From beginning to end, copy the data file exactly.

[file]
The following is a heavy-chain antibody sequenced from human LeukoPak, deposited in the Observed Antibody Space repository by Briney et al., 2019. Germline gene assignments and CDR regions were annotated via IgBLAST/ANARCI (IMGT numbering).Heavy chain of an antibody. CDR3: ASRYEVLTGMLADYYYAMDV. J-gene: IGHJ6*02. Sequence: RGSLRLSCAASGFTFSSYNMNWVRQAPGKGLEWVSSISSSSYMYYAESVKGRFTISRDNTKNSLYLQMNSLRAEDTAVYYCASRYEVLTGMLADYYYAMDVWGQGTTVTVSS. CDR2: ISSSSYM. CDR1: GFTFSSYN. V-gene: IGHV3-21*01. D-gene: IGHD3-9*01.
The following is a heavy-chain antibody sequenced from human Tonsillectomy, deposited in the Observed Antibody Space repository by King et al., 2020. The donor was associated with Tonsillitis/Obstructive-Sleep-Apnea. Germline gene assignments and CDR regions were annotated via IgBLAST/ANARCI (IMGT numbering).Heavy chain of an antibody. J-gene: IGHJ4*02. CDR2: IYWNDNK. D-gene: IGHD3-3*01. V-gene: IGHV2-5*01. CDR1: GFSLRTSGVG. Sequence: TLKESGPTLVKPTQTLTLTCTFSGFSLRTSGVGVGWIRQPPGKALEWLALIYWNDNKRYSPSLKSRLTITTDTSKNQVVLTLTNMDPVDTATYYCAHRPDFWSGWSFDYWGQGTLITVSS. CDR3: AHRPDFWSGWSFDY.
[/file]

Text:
The following is a heavy-chain antibody sequenced from human LeukoPak, deposited in the Observed Antibody Space repository by Briney et al., 2019. Germline gene assignments and CDR regions were annotated via IgBLAST/ANARCI (IMGT numbering).Heavy chain of an antibody. CDR3: ASRYEVLTGMLADYYYAMDV. J-gene: IGHJ6*02. Sequence: RGSLRLSCAASGFTFSSYNMNWVRQAPGKGLEWVSSISSSSYMYYAESVKGRFTISRDNTKNSLYLQMNSLRAEDTAVYYCASRYEVLTGMLADYYYAMDVWGQGTTVTVSS. CDR2: ISSSSYM. CDR1: GFTFSSYN. V-gene: IGHV3-21*01. D-gene: IGHD3-9*01.
The following is a heavy-chain antibody sequenced from human Tonsillectomy, deposited in the Observed Antibody Space repository by King et al., 2020. The donor was associated with Tonsillitis/Obstructive-Sleep-Apnea. Germline gene assignments and CDR regions were annotated via IgBLAST/ANARCI (IMGT numbering).Heavy chain of an antibody. J-gene: IGHJ4*02. CDR2: IYWNDNK. D-gene: IGHD3-3*01. V-gene: IGHV2-5*01. CDR1: GFSLRTSGVG. Sequence: TLKESGPTLVKPTQTLTLTCTFSGFSLRTSGVGVGWIRQPPGKALEWLALIYWNDNKRYSPSLKSRLTITTDTSKNQVVLTLTNMDPVDTATYYCAHRPDFWSGWSFDYWGQGTLITVSS. CDR3: AHRPDFWSGWSFDY.